The working world is beginning to get used to a COVID-19 reality, which involves a great deal of uncertainty, more remote working conditions and the potential for constant change. Looking at those businesses that continue to thrive – as opposed to those simply surviving, or worse – there is often one factor in common; resilient leadership. But what does that look like in practice?
Adapting and overcoming
Perhaps the biggest challenge here has been the need for business leaders to move organisations onto a remote working footing. Clear and confident decision making about working from home and a safe return to work has proven to be essential. Just as important is transparency and ensuring that business decisions that affect staff are being communicated in an honest and timely way. Understanding and empathy have also proven key to resilient leaders looking to take businesses in a new direction and ensure staff remain engaged and motivated too.
Focusing on innovation
Recent months have seen some income streams slow to a trickle and others come to an abrupt halt. The most resilient leaders have looked to innovation to enable their organisations to evolve in order to survive. Key to this is looking for ways that revenue and productivity can be maintained even when structures are changing. What changes could be made within the business to help ensure sustainability and relevance no matter what happens to the economy? This may involve taking new perspectives on what the business can produce or integrating technology to change the way that this is done.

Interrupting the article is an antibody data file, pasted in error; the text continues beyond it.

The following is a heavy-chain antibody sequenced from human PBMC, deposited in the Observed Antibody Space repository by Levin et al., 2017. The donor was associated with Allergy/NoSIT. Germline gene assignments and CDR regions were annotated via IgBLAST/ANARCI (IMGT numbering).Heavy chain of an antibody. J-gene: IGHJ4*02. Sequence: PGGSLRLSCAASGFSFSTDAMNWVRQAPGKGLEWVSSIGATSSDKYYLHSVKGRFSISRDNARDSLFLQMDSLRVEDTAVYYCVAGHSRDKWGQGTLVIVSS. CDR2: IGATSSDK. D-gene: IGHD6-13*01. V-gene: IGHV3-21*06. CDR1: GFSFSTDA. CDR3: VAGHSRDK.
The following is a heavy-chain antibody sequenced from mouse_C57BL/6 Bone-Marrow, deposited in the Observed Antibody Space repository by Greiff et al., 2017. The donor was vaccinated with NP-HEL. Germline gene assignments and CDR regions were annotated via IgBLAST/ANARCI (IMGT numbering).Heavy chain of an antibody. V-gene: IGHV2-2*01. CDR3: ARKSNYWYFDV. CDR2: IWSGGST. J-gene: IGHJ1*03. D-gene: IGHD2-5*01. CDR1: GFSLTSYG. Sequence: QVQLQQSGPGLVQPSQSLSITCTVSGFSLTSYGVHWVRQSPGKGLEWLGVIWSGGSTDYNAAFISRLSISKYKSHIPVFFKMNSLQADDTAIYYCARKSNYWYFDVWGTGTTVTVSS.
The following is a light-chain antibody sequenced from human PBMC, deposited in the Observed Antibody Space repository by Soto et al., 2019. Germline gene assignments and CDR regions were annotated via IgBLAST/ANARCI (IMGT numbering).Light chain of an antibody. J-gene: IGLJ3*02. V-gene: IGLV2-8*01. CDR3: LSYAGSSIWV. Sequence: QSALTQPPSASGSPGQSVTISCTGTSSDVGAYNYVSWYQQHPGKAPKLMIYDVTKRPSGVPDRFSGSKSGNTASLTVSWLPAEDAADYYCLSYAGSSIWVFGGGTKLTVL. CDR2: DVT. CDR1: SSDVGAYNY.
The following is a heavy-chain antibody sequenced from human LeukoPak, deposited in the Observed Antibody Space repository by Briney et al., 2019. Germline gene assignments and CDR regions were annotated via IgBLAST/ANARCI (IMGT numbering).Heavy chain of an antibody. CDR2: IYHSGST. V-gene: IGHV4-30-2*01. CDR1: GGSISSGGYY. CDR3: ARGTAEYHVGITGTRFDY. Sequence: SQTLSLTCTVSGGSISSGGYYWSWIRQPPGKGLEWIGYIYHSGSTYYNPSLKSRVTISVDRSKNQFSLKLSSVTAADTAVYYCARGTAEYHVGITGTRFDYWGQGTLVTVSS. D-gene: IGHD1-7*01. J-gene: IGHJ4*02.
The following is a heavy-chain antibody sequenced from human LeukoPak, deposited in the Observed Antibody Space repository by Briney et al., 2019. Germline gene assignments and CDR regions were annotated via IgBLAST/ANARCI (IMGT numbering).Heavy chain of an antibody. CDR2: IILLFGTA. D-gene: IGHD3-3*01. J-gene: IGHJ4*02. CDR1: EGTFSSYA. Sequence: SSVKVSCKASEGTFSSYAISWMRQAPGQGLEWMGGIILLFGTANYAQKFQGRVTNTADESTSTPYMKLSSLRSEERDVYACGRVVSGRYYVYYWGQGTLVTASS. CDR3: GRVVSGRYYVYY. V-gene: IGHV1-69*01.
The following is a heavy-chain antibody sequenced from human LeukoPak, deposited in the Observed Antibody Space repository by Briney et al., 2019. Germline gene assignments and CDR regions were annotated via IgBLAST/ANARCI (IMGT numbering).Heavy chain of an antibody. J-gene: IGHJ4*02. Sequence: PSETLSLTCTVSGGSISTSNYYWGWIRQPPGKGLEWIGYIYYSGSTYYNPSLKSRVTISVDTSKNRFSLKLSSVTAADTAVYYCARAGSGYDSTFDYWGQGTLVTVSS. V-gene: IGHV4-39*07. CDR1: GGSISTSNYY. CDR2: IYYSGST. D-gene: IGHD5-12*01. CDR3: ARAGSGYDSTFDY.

Giving staff the freedom to manage themselves
This doesn’t mean taking a hands-off approach but acknowledging that many people now have additional responsibilities to consider. That could be full time childcare, home schooling or looking after a very sick relative. This has meant a recalibration of what people management means – ensuring that business goals and productivity levels are being maintained while allowing staff more flexibility to do this while working around their commitments.
Prioritising mental health
Stress and anxiety levels have been high almost across the board in recent months, this is created by uncertainty and instability as well as the potential for loss, both personal and financial. The most resilient leaders are making space for this within the business and putting infrastructure in place to provide support and guidance so that mental health is a priority for everyone
Resilient leadership is essential in troubled times and can be the key to surviving upheaval and uncertainty.